When setting up your camera you can adjust your color temperature filters and white balance the camera for tungsten, halogen, fluorescent, or outdoor light and get a good image. A problem arises when you have two different colored lights in the same scene. If, for instance, you illuminated a face with a fluorescent light on one side and incandescent light from the other, the fluorescent cheek will look greenish-blue and the incandescent cheek would look reddish. By adjusting your camera you could make one side of the face look fine, but the other side would be ready for trick-or-treat.
Dimming an incandescent light cools it and makes it redder (just like the physics experiment). You may get away with 10 to 20% dimming before the color shift becomes noticeable, but beyond that you create a color temperature problem, especially if the light coming from the opposite side of someone's face is running undimmed (the full 3200 degrees K). If you have to dim, say, your fill light more than 20%, it may be time to re-lamp the fill fixture with a lower wattage bulb or add a scrim or neutral density gel, then run the lamp undimmed. The color temperature of light can be changed by placing a colored filter, called a gel (short for gelatin, from which it is made) into the lighting fixture. Say you were shooting outdoors in 5500° K sunlight and were trying to fill in shadows on a face. If you aimed your trusty portable quartz light at the shadowy side of the face, that cheek would appear reddish. The problem can be solved by placing a blue filter in front of the quartz light changing its color temperature to 5,500 degrees K.
Blue filters seriously reduce the amount of light that comes from a lamp, sometimes making it necessary to use more lights and more power. Once solution to this problem is to avoid electric lamps altogether and using a simple reflector, bounce the existing sunlight onto the dark side of the face. A white sheet or a white foam-core board would bounce a soft reflected light. The light may be so soft that the reflector will need to be near the subject. Placing wrinkled tin foil over the foam-core multiplies its reflectivity, allowing the reflector to be used from farther away from the talent. The foil reflector, however, would make a very focused beam that may be a little hard on your talent's eyes. For a more professional strategy, buy a commercially available fabric reflector. Several varieties are available and they are typically white on one side, gold or silver on the other. The fabric is stretched over a wire hoop to form the reflector. With a twist, the hoop collapses into an easier-to-transport figure eight.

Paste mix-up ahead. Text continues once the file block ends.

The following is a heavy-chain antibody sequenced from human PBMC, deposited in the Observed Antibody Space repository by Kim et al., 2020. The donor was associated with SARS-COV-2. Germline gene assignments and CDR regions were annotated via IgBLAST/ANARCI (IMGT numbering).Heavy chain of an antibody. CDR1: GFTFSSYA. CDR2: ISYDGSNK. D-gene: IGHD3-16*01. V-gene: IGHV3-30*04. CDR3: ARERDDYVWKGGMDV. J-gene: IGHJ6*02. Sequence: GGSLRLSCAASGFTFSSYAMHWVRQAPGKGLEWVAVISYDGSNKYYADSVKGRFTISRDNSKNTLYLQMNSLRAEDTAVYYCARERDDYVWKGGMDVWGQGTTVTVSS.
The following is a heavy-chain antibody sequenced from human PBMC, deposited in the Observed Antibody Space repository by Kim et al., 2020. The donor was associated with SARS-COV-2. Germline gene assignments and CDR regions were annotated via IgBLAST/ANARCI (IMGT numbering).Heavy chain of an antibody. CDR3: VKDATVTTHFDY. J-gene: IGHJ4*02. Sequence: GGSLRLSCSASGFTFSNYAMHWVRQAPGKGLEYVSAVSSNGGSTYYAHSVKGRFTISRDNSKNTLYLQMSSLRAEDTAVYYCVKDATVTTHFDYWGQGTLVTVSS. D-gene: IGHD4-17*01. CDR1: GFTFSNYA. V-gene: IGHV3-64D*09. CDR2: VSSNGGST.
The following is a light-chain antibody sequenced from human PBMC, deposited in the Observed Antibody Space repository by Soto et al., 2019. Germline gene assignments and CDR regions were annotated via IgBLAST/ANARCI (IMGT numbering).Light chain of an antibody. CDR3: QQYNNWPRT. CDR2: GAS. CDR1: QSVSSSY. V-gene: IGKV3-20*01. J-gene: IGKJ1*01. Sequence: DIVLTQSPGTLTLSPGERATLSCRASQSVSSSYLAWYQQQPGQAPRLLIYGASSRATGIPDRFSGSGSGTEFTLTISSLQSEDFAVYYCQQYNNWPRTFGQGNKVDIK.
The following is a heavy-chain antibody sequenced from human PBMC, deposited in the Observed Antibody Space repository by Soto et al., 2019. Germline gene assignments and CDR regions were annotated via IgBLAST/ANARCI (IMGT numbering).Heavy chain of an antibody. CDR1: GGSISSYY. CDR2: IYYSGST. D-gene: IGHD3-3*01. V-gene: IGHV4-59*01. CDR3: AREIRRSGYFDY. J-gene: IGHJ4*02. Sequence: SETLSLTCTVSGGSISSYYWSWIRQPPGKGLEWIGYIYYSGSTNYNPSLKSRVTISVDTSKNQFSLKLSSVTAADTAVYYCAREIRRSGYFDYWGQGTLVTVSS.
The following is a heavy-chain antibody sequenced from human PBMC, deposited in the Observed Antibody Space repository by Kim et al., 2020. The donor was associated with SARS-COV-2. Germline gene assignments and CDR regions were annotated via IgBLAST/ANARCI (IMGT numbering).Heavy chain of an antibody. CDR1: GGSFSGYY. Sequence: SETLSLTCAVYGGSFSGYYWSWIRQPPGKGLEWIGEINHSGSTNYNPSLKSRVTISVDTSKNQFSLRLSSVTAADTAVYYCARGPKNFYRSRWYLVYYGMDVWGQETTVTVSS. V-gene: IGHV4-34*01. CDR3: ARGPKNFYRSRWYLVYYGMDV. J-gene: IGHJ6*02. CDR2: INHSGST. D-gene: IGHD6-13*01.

A third solution to the above dilemma: HMI lights.
HMI lights are color balanced to 5,400 degrees K and are perfect
companions for sunlight. Since they do not need filters to achieve the
5,500 degree temperature, all of the light gets used, wasting none going
through filters, and wasting no electric power.
HMI lights have two disadvantages. First, they are more expensive than their 3200° K brothers. Second, the instruments don't plug directly into a wall outlet. Instead, they plug into a large and heavy ballast, a transformer which powers the light. The ballast plugs into the wall outlet.
The replacement bulb's glass should never be touched with your fingers. Small amounts of oil from your fingertips will de-crystallize the glass when it heats up, causing it to crack. Instead, transport the bulb by its packing, and slip it into its socket without touching the glass with your fingers. Once the fixture is re-lamped, you can plug it in and turn it on.
Don't unplug or plug in fixtures while they are turned on. Lusty sparks will jump from the plugs as you make or break an active circuit. Turn off the studio dimmer for the light or throw the light switch before disconnecting it.
If using extension cords, remember that lights use a lot of power. Check the temperature of your extension cords near their plugs from time to time; don't wait until you smell smoke. Also, don't turn all of your lights on at the same time; the power surge may trip your circuit breaker. Office and school electrical outlets are often good for 30 amps (3,600 watts) and older homes may be good for only half that much. Heavy duty extension cords are generally rated at 15 amps which translates to 1,800 watts of power. You'll be overworking your extension cord if you try to run two 1,000 watt lights from it.